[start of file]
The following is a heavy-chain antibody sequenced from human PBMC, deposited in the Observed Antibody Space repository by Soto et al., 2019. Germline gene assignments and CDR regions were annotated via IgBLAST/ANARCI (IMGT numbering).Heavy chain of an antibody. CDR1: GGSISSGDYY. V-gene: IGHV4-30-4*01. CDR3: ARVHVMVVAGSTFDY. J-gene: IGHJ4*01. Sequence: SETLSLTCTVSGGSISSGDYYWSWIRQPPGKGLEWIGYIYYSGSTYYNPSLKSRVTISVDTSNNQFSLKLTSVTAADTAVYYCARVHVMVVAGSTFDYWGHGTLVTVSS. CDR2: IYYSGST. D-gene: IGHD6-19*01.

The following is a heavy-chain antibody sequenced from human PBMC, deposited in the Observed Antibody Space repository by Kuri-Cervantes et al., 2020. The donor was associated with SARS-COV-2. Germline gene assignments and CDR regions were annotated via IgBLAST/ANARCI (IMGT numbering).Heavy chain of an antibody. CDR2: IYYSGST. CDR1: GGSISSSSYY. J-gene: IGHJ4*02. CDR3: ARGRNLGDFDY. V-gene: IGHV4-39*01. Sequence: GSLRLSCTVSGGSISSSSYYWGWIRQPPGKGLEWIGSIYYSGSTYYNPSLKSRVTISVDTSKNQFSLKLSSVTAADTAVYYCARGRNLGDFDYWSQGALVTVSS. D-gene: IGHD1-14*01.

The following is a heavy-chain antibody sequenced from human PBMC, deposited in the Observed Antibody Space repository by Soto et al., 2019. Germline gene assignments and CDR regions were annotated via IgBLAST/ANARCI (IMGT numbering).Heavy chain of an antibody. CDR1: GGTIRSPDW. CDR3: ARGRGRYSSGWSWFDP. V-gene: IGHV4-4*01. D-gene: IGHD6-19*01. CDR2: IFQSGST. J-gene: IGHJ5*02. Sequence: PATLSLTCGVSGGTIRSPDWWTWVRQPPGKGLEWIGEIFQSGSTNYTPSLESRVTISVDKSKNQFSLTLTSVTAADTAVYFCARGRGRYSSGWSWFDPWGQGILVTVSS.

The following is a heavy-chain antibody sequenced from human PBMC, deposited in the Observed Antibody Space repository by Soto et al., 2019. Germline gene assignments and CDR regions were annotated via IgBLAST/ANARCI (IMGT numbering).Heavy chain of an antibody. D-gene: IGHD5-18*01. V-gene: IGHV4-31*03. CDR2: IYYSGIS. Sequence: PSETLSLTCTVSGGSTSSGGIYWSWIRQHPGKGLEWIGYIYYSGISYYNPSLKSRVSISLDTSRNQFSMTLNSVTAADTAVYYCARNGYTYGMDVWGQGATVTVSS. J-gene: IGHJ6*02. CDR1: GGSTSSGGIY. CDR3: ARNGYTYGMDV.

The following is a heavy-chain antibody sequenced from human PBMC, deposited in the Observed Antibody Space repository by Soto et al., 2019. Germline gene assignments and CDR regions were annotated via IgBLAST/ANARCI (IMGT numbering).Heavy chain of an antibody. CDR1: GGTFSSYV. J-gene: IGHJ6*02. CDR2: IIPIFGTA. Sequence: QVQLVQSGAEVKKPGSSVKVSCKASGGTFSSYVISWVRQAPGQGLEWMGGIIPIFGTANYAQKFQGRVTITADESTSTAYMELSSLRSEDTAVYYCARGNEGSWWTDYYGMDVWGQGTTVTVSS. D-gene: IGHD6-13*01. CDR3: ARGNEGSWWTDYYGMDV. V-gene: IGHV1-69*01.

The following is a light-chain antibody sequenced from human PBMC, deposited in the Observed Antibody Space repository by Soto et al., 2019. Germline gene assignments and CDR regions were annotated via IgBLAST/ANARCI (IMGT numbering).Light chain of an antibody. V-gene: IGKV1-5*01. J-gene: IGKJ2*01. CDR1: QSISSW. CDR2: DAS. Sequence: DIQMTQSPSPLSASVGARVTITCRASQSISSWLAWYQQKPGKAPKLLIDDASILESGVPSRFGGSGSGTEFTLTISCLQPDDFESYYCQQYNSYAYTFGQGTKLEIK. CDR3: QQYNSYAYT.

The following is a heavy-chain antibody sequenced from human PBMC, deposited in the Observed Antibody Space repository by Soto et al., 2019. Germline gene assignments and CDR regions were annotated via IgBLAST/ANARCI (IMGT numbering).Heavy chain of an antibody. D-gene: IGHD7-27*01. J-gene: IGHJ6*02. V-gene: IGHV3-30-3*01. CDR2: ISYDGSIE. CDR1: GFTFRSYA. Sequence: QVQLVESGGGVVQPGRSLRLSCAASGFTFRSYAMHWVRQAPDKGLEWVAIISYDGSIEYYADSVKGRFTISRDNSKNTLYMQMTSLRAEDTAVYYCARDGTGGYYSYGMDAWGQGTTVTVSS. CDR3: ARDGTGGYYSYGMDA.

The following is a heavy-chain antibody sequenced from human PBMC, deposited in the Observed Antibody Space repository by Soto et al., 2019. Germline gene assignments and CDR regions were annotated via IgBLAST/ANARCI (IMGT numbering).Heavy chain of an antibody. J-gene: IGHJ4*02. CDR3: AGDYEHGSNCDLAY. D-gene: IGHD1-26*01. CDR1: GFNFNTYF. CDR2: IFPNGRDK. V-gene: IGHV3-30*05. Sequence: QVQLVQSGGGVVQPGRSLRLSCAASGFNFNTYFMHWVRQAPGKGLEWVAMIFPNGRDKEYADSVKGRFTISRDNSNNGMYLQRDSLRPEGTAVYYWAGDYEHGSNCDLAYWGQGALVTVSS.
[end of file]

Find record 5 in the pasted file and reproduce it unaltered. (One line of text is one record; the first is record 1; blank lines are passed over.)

The following is a heavy-chain antibody sequenced from human PBMC, deposited in the Observed Antibody Space repository by Soto et al., 2019. Germline gene assignments and CDR regions were annotated via IgBLAST/ANARCI (IMGT numbering).Heavy chain of an antibody. CDR1: GGTFSSYV. J-gene: IGHJ6*02. CDR2: IIPIFGTA. Sequence: QVQLVQSGAEVKKPGSSVKVSCKASGGTFSSYVISWVRQAPGQGLEWMGGIIPIFGTANYAQKFQGRVTITADESTSTAYMELSSLRSEDTAVYYCARGNEGSWWTDYYGMDVWGQGTTVTVSS. D-gene: IGHD6-13*01. CDR3: ARGNEGSWWTDYYGMDV. V-gene: IGHV1-69*01.